S&P places DTEK Renewables rating on CreditWatch negative
S&P Global Ratings placed on June 26 the B- rating of DTEK Renewables (DTEREN) on its CreditWatch with Negative implications, the agency reported the same day. The key driver of the move is the worsened payment discipline of the state-run guaranteed buyer of renewable electricity. DTEK Renewables only received 18% of its cash payments from the guaranteed buyer for March as of June 26, S&P reported (before March, the company enjoyed 100% payments). The rating agency warns that the company’s liquidity could come under more pressure if payments for green energy won’t resume by end-August.
As of June, its cash reserves were about EUR 15 mln, excluding EUR 130 mln of its remaining green bond proceeds and EUR 50 mln of its debt servicing and debt servicing reserve accounts, which represent restricted cash for bank debt and coupon payments, S&P wrote. It estimated the company’s monthly cash needs at about EUR 25 mln. S&P also writes that the green bond proceeds “are technically not restricted and the company could use them for general corporate purposes without any financial penalties, but would lose its green certificate”.
As part of solving its payment issues, renewable energy companies signed a memorandum with the government on June 10, based on which payments will resume in full after green tariffs are corrected downward by 7.5% (for existing wind farms) and 15% (for existing solar stations). Also, the accumulated arrears will be repaid by the end of 2021 (including 40% by the end of 2020). The respective law draft has been prepared by the government, stipulating adjusting tariffs will be implemented since 2H20.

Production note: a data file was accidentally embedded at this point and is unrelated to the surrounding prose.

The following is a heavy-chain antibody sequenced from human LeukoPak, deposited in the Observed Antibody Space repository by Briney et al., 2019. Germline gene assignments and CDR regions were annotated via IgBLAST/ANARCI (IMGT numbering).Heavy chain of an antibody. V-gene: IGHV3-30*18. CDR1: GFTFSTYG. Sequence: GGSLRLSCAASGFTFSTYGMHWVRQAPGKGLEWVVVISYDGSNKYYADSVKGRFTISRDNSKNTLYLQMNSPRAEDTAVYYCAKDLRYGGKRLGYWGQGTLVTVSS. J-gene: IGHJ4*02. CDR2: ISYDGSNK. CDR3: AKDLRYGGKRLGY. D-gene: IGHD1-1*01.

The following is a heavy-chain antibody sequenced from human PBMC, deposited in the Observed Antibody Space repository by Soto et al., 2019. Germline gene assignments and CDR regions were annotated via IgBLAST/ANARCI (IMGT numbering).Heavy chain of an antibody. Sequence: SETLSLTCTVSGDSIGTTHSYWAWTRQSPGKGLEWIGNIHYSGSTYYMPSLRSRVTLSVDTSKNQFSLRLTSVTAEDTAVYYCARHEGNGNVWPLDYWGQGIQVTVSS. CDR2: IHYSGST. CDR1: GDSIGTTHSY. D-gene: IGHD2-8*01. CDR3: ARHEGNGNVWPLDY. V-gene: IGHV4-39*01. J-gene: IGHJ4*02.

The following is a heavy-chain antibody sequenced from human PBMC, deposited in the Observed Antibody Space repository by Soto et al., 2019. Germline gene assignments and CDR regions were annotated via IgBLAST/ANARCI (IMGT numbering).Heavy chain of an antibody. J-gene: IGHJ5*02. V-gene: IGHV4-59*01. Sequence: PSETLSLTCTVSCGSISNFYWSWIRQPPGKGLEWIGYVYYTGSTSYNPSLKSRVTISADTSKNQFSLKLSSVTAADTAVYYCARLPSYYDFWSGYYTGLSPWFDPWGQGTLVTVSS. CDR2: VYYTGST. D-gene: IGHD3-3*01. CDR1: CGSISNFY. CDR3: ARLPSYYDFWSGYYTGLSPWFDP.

According to S&P’s understanding, DTEK Renewables' planned growth projects have been on hold since March. Based on its initial plan presented in 2019, DTEK Renewables was planning to double its generating capacity (from 950 MW as of end-2019) by commissioning three solar power stations in 2020-2021 and one wind farm in 2021-2022.
Recall, due to the same payment issue, Fitch Rating also placed DTEREN rating under Rating Watch Negative, also downgrading it to B- from B on June 12.
Alexander Paraschiy: While worsened payment discipline from the buyer of green energy is indeed an important issue, we see not many signs to worry. First, the company’s average monthly cash needs to cover all the expenses (including debt service) is less based on our estimates (EUR 15 mln per month). Second, besides cash and deposits on restricted accounts, the company had over EUR 220 mln in short-term lending provided to related parties as of end-2019, whose partial recovery could serve as important liquidity support during tough times (that is, of course, if such lending is truly short term). That said, DTEK Renewables’ liquidity depends more on the ability of related parties to return their loans to the company.